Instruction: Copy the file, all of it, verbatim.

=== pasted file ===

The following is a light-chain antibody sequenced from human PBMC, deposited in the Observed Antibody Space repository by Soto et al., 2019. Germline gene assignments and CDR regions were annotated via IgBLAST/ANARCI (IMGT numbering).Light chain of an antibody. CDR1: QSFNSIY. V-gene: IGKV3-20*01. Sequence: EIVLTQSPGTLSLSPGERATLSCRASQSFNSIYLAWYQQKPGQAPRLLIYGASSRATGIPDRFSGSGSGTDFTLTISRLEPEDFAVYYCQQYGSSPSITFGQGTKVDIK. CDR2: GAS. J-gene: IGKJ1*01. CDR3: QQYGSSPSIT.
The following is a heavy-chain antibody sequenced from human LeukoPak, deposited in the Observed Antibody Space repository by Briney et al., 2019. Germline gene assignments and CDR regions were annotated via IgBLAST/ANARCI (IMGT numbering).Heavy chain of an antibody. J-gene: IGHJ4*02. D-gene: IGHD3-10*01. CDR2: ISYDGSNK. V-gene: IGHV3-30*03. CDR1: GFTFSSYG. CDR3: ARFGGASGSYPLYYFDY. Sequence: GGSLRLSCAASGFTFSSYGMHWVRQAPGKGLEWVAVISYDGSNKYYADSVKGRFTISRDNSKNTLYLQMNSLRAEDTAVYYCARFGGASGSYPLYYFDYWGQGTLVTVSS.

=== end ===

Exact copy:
The following is a light-chain antibody sequenced from human PBMC, deposited in the Observed Antibody Space repository by Soto et al., 2019. Germline gene assignments and CDR regions were annotated via IgBLAST/ANARCI (IMGT numbering).Light chain of an antibody. CDR1: QSFNSIY. V-gene: IGKV3-20*01. Sequence: EIVLTQSPGTLSLSPGERATLSCRASQSFNSIYLAWYQQKPGQAPRLLIYGASSRATGIPDRFSGSGSGTDFTLTISRLEPEDFAVYYCQQYGSSPSITFGQGTKVDIK. CDR2: GAS. J-gene: IGKJ1*01. CDR3: QQYGSSPSIT.
The following is a heavy-chain antibody sequenced from human LeukoPak, deposited in the Observed Antibody Space repository by Briney et al., 2019. Germline gene assignments and CDR regions were annotated via IgBLAST/ANARCI (IMGT numbering).Heavy chain of an antibody. J-gene: IGHJ4*02. D-gene: IGHD3-10*01. CDR2: ISYDGSNK. V-gene: IGHV3-30*03. CDR1: GFTFSSYG. CDR3: ARFGGASGSYPLYYFDY. Sequence: GGSLRLSCAASGFTFSSYGMHWVRQAPGKGLEWVAVISYDGSNKYYADSVKGRFTISRDNSKNTLYLQMNSLRAEDTAVYYCARFGGASGSYPLYYFDYWGQGTLVTVSS.